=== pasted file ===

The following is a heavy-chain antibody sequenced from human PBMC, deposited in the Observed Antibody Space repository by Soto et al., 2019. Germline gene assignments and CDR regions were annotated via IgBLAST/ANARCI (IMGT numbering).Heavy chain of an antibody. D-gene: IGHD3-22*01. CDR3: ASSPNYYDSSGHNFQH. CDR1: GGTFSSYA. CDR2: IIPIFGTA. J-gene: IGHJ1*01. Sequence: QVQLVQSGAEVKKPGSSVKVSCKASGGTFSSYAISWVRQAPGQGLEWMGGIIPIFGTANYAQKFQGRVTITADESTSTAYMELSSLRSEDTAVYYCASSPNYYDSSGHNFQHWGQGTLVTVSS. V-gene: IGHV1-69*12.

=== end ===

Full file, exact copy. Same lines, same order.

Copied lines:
The following is a heavy-chain antibody sequenced from human PBMC, deposited in the Observed Antibody Space repository by Soto et al., 2019. Germline gene assignments and CDR regions were annotated via IgBLAST/ANARCI (IMGT numbering).Heavy chain of an antibody. D-gene: IGHD3-22*01. CDR3: ASSPNYYDSSGHNFQH. CDR1: GGTFSSYA. CDR2: IIPIFGTA. J-gene: IGHJ1*01. Sequence: QVQLVQSGAEVKKPGSSVKVSCKASGGTFSSYAISWVRQAPGQGLEWMGGIIPIFGTANYAQKFQGRVTITADESTSTAYMELSSLRSEDTAVYYCASSPNYYDSSGHNFQHWGQGTLVTVSS. V-gene: IGHV1-69*12.